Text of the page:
Part one: Emotional Intelligence 101
The one thing that tickles me endlessly on Thought Leader is the creativity in mixing serious issues of national concern with rib-cracking humour. I find some of the humour deliciously irreverent, and often laced with allegedly life-changing “lessons” and self-deprecating tips on how to cope with crap from fellow humans, especially the one in the mirror.
So, what is this “IQ is dead” thing that I am on about? Recently, psychologists have said that our IQs are not exactly what they are hyped up to be. They are not the most accurate known measurements of human intelligence. Apparently my IQ gives a very limited and rather skewed idea of my human capabilities. I am not very chuffed with the fact that recent studies by renowned psychologists (most of them in Europe and the US, unfortunately for us) suggest that it is emotional intelligence (EI or EQ) that matters the most in how one turns out in life. To prove this theory at face value, they say, just take a look at the kinds of business leaders around us, or the politicians who assume control of top political office all around the world.
The school system is a farce. Bantu education was worse. Well, maybe it was better than no education at all (but it was still crap). Now we have the indignity of having the most violent schools on Earth. Ja, the global education system is a farce. But don’t tell that to your kids (or anyone else’s). School is good … if you survive it. The point of this piece is that there is much more to human abilities than the conventional measurements of capability, intelligence and achievement are designed to reveal. This is where EQ comes into effect as the difference between OK and outstanding.
And then there is the puzzle of many school drop-outs becoming multibillionaires. Take a look at the likes of Richard Branson and good old nerdy Bill Gates. We have heard stories that these great guys were deemed hopeless at school or college, and the measures of capability then were either inadequate for them or simply inadequate.
These guys were virtually found to be too “dof” for promotion to the next grade, and they are among the most influential human beings alive today. IQ, my foot. These guys have something else better and bigger than IQ. They live and lead by their EQ, their ability to tune into theirs and others’ emotions, their inherent humane intelligence that we all possess, and things start to unravel around them.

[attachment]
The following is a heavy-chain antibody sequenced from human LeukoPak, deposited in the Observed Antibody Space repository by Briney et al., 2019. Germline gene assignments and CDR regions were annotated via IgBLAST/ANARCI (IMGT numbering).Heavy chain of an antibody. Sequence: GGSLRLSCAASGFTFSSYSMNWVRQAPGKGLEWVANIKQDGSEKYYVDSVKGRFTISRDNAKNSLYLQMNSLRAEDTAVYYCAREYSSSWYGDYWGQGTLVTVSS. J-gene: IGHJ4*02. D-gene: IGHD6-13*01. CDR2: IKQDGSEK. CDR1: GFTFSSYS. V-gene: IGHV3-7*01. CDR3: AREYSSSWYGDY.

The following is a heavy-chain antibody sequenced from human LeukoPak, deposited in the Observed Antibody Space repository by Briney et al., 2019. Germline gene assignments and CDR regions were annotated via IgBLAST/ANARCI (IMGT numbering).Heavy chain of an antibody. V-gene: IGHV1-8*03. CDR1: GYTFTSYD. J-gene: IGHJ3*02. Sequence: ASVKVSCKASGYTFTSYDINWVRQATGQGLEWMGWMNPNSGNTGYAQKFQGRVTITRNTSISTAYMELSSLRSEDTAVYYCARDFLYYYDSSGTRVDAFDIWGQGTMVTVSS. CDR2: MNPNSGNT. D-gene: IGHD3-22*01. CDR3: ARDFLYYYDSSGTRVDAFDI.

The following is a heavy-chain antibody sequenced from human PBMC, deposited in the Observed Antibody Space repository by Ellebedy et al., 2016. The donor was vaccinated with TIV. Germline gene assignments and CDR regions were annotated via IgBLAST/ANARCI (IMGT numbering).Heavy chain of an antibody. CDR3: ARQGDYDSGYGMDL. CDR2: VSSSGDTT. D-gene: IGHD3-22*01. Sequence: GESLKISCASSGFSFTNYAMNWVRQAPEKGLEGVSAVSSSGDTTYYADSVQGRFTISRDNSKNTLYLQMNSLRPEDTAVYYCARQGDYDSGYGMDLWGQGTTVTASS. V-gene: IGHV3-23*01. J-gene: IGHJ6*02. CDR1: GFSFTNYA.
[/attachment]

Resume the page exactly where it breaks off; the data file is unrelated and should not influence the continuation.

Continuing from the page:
Here’s the rub: at best, most of us are a bundle of emotions swirling around and grasping at our assumed and (well-)constructed identities. No, my dear TL blog reader, this is not a piece on existentialism. It is a toast to the power of emotional intelligence to raise the bar of human achievement to another level that IQ cannot reach. It is a celebration of the inherent intelligence that is in all of us. It is somehow heartening to know that my IQ is not all that it is hailed to be, that there is something else that can shape who I become other than a technical measurement on which I cannot really put a finger.
More people are taking the trouble to read stacks of books on this subject, and with good reason too. The common lack of this growing emotional intelligence is the very reason we find ourselves sitting with not only the kind of leadership we have, the kinds of service delivery we have, and the kind of cancerous and chronically negative mindsets we have to endure daily.
So, again, what exactly is this emotional intelligence stuff?
It is ubuntu intelligence. I have written before about the power of ubuntu in helping us connect to our inherent humanity in ourselves and in each other. Reuel Khoza is one of the first South African business leaders and authors who has written about the important role of EI and ubuntu in Mzansi business. He hails EI and ubuntu as the one combination of business tools that Africa can export. Allow me to quote an American writer on this. Daniel Goleman, a renowned expert on leadership and emotional intelligence, has defined EI as: “The capacity for recognising our own feelings and those of others, for motivating ourselves, and for managing emotions well in ourselves and in our relationships.” So it is all about awareness, right?
The gurus of this fascinating subject say that when I am aware of myself, my thoughts, my feelings in each moment … then I am close to being emotionally intelligent. But who keeps track of their thoughts and feelings every moment? When would I get some work done, then? They say I would have to multitask on this one. There is more. The emotionally intelligent say that it is great to live in a “constant state of full awareness”.
Apparently the fun in pursuing EQ starts when I start being aware of what lies behind moments such as when I suddenly feel hot under the collar, or when someone calls me a racist pig or anything derogatory that presses my buttons. When someone calls me names … the worst kind … it is not about me. It is that person’s story, their drama, literally, or their issues coming out, and not mine. So I have to learn to laugh at it. And not take it personally. Easier said … but do-able.
Part two of this piece is more interesting, I promise. It looks at why business and political leaders must be emotionally intelligent. There is no suggestion here that politicians who sing and dance with their supporters are more emotionally intelligent than those who are allegedly aloof and detached. It’s always best to work with concrete data and not hearsay on such matters …